Gyasi, William Kodom*
University of Cape Coast, Ghana (email@example.com)
Slippe, Dorcas Pearl
University of Cape Coast Junior High School, Ghana (Dorcas.firstname.lastname@example.org)
Textbooks are important for teaching and learning at every level of education. Being one source of learning materials from which students can read on their own, with the goal of further understanding what has been discussed in class, it is important that these textbooks are written in a way that would be understandable to students. Yet, a number of researches have concluded that textbooks are usually difficult to read by the intended audience. Therefore, this paper examined the readability of English Language textbooks for diploma students of the Centre for Distance Learning, University of Cape Coast. Three textbooks (for year one – three diploma students) were used for the study. Passages were selected from each textbook for readability analyses. Flesch reading ease (FRE) and Flesch – Kincaid grade level (FKGL) indexes were used to compute readability scores of the textbooks. Measures of central tendencies, one-sample T-test, with bootstrapping, were used to analyse the data. The results revealed that the three textbooks were generally between ‘fairly difficult’ and ‘difficult’ to read ranges (M = 40.69 and 52.73). The readability of the textbooks was found to be statistically different from recommended readability scores for public documents. Further, the results indicated that the average word per sentence was to be between 22 and 25 for all three textbooks. This may have contributed to the low readability of the textbooks. The researcher recommends the revision of the textbooks, so that they will serve the intended purpose and contribute to effective teaching and learning of English Language.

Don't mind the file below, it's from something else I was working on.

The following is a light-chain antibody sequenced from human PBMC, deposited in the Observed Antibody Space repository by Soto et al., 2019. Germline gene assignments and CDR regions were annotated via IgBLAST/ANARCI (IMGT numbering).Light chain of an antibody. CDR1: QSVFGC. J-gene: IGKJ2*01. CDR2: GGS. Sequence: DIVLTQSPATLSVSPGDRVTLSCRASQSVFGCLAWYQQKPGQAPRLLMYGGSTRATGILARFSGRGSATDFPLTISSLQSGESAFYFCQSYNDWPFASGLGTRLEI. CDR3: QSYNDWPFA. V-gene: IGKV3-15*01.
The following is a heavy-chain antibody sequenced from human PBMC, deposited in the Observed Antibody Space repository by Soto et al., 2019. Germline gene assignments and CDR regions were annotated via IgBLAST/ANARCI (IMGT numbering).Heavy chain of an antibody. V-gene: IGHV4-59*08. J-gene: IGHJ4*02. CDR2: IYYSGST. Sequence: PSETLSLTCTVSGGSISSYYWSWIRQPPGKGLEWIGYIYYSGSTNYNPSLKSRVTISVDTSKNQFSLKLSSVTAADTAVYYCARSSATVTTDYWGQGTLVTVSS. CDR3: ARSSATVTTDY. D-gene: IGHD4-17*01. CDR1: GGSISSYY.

Keywords: readability; Flesch Reading Ease (FRE); Flesch – Kincaid Grade Level (FKGL); textbooks; diploma students; University of Cape Coast